I've been working on wrapping up my interview process, so that I can get to hiring. Here's a summary:
~200 resumes received.
~18 first interviews performed
3 second interviews performed
1 second interview canceled
This week has felt so long, despite that its only a 4 day week. Heck, its Thursday, and boy do I wish it were Friday. I've had the pressure of interviewing and hiring, plus the pressure of getting some stuff ready for some users who are headed to china, plus all of the other normal IT tasks that need to be done, so I have been weary and tired all week. I haven't gotten any running done, and quite frankly, have allowed myself to make excuses and not run. I'm willing to let myself slip a little, but I'll pick it back up this weekend.
couple of things randomly, about my interview process:
One of the questions that I've asked all of the people that I've interviewed is this: "What criteria are you using to evaluate the organization for which you hope to work?" In my after-action evaluation, it is a somewhat unimportant question. I cannot think of very many things that a candidate would (or did) say to this question, that made me go "Wow, that's a fantastic answer." I did however get three people who responded: "The Internet." That's right. They went on, "I'm using the internet to check out your companies website, and read information about your company." I did not correct them, or explain the meaning of "criteria".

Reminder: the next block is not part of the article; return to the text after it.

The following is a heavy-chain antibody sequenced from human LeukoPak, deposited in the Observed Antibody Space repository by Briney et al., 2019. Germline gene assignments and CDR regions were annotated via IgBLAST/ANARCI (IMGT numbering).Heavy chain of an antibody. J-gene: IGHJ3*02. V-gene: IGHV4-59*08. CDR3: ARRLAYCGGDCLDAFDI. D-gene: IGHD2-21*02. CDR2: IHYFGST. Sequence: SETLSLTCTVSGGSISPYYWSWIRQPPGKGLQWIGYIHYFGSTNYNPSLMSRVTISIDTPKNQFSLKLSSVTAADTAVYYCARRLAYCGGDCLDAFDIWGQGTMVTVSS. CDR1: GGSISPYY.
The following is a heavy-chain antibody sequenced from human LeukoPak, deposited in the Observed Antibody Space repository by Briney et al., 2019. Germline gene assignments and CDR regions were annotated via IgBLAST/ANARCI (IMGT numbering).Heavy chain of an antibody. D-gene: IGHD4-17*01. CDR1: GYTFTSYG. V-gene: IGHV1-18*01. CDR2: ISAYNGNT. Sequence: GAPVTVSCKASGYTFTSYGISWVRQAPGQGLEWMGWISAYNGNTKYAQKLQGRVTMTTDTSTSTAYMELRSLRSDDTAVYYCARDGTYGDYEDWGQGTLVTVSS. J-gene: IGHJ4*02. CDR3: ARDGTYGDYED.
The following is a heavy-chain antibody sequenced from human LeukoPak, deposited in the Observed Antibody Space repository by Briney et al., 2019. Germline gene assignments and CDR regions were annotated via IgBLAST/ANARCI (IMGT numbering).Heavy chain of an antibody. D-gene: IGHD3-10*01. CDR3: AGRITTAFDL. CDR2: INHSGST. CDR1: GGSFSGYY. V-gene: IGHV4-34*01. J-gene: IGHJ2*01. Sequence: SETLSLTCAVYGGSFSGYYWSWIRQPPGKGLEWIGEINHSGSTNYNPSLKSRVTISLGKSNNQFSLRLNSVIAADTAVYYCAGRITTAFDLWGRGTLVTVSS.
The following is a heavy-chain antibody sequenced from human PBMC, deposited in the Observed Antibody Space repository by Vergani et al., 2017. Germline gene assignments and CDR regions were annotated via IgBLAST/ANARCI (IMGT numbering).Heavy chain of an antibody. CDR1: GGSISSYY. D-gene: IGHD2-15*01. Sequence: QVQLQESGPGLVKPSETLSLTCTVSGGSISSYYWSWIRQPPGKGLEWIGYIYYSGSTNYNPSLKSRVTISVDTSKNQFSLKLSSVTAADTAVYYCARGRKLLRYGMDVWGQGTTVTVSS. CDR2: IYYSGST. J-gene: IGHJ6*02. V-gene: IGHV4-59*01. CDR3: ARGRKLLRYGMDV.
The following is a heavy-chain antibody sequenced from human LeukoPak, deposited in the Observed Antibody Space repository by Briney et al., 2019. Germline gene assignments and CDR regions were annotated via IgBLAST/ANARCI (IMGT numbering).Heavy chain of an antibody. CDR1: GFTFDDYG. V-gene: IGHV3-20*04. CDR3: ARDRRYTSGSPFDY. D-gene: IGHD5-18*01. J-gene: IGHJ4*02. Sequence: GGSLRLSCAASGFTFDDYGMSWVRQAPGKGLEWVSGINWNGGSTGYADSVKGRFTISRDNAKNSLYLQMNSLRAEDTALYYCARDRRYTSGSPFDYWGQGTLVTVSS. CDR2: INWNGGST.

Another question that I asked was "If you were hired, and six weeks later there were a complete IT systems failure, we were both called in, and on the way, I drove off of a cliff; what would you do to recover and respond?" I had at least two people who responded that they would check to make sure I was okay. This always makes me chuckle internally, and then gossip about it afterward, because it seems incredibly obvious to me that what I'm asking is not "Do you like me, and if I was hurt, would you come visit me?".
I enjoyed the process, I like people, and I met some very smart, and very charismatic people. It was my semi-wish throughout the process that I could take two or three people and, using science, meld them into the perfect candidate. But I can't do that. So I had to keep hunting the person who was the perfect melding of IT related skills, programming skills,